Salute to space scientists
The successful launch of GSAT-6 by our own Geo Synchronous Satellite Launch Vehicle (GSLV), powered by an indigenous Cryogenic engine,
The successful launch of GSAT-6 by our own Geo Synchronous Satellite Launch Vehicle (GSLV), powered by an indigenous Cryogenic engine, is yet another milestone in India’s space odyssey. Our space scientists have spent around two decades in conceiving the cryogenic technology and spent around Rs 400 crore in developing it. As a result, the country will save precious foreign exchange. India can also make a further foray into the lucrative global space market by offering launch of communication satellites at a cheaper cost. Braving sanctions, India understood the intricacies of this complex technology.
The US imposed curbs on ISRO and GlavCosmos of Russia under the Missile Technology Control Regime (MTCR) to deny us access to cryogenic technology or engines. India entered the space with the launch of a rocket to study atmosphere in 1960’s at a time when the nation was not even producing enough food to feed its population. The 1970’s saw launch of a series of experimental satellites. The efforts to master launch vehicle technology also began during this time. The 1980’s saw successful launch of multipurpose INSAT satellites and remote sensing satellites. Even the advanced countries use our remote sensing technology, indicating the global acknowledgement of Indian space scientists.
Later, India could launch exclusive satellites for the purposes of meteorology and education. The chequered history indicates the determination and dexterity with which our space scientists made the nation proud. Not just the satellites, India made a similar progress in accomplishing launch vehicle technology that culminated in GSLV. Thanks to a series of successes registered by Polar Satellite Launch Vehicle (PSLV), India could even successfully attempt deep space exploration with Chandrayaan and Mangalyaan, something even some of the developed nations could not do. The NASA’s Moon Mineralogy Mapper aboard India’s Chandrayaan has conclusively established the presence of water on moon.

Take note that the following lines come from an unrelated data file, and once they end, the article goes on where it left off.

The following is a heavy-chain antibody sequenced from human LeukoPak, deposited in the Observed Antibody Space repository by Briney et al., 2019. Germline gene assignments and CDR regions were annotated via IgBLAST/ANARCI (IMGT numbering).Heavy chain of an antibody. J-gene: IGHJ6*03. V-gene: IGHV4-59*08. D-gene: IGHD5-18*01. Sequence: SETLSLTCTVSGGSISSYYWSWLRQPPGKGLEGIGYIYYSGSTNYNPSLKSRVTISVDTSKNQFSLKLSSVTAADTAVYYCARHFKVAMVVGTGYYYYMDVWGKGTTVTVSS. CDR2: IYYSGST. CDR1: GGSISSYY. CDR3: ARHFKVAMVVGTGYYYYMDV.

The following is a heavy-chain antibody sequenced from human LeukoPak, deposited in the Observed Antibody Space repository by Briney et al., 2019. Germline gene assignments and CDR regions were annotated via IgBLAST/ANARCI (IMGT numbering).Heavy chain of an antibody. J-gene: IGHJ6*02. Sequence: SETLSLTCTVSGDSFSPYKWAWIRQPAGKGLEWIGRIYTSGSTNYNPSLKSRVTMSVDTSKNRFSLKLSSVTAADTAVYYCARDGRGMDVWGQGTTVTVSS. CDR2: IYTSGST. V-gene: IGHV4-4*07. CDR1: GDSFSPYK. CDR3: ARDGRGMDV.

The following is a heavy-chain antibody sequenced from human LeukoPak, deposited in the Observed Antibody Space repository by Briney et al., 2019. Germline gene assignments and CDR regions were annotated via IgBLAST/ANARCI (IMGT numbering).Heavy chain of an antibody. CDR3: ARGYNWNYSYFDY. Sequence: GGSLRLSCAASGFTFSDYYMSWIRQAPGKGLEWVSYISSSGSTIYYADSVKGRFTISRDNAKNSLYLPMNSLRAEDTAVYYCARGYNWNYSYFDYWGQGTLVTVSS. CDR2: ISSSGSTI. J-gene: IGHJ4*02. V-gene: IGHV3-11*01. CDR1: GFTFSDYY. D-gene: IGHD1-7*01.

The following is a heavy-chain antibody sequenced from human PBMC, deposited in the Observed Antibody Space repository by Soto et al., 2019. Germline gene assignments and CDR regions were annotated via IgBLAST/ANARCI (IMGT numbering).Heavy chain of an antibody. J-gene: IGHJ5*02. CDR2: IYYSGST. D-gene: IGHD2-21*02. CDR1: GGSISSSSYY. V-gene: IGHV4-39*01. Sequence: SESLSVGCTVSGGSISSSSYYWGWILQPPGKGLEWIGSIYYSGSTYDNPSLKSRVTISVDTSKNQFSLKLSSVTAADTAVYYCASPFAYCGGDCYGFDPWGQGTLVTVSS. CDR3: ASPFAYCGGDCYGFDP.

The significant dimension of India’s space programme is its application to improve the social and economic conditions of our people. Such a perspective began even before the nation could have its own satellites evident from the implementation of Satellite Instructional Television Experiment (SITE) and Satellite Telecommunication Experiment Project (STEP) way back in 1970’s. India uses space technology for mind-boggling purposes like monsoon management, disaster management, drought and flood management, environment, sustainable development, exploration of natural resources, telecommunications, broadcasting, remote sensing, education, training, healthcare delivery etc.
The maturity of the Indian space programme is understood by an array of institutions and mastery over wide-ranging space activities including computer applications, space application, satellite development and launching, allied research activities, space education etc. India has also shared its knowledge with international community. The global space market is highly competitive and protected. But, India could penetrate it. The spin-off benefits of space science could ameliorate the sufferings of people in various ways viz., providing light weight artificial limbs. The cumulative achievement of the Indian space science community deserves full appreciation. The nation salutes them on yet another accomplishment.